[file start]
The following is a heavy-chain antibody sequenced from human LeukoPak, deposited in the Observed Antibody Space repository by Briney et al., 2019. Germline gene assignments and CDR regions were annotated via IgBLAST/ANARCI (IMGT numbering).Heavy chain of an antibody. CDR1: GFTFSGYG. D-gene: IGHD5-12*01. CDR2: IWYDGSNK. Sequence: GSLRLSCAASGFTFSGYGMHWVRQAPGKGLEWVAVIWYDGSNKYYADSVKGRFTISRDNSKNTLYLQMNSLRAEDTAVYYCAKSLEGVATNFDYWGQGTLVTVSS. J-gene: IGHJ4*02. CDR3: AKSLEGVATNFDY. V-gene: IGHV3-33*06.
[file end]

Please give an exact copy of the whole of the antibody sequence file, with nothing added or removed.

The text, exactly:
The following is a heavy-chain antibody sequenced from human LeukoPak, deposited in the Observed Antibody Space repository by Briney et al., 2019. Germline gene assignments and CDR regions were annotated via IgBLAST/ANARCI (IMGT numbering).Heavy chain of an antibody. CDR1: GFTFSGYG. D-gene: IGHD5-12*01. CDR2: IWYDGSNK. Sequence: GSLRLSCAASGFTFSGYGMHWVRQAPGKGLEWVAVIWYDGSNKYYADSVKGRFTISRDNSKNTLYLQMNSLRAEDTAVYYCAKSLEGVATNFDYWGQGTLVTVSS. J-gene: IGHJ4*02. CDR3: AKSLEGVATNFDY. V-gene: IGHV3-33*06.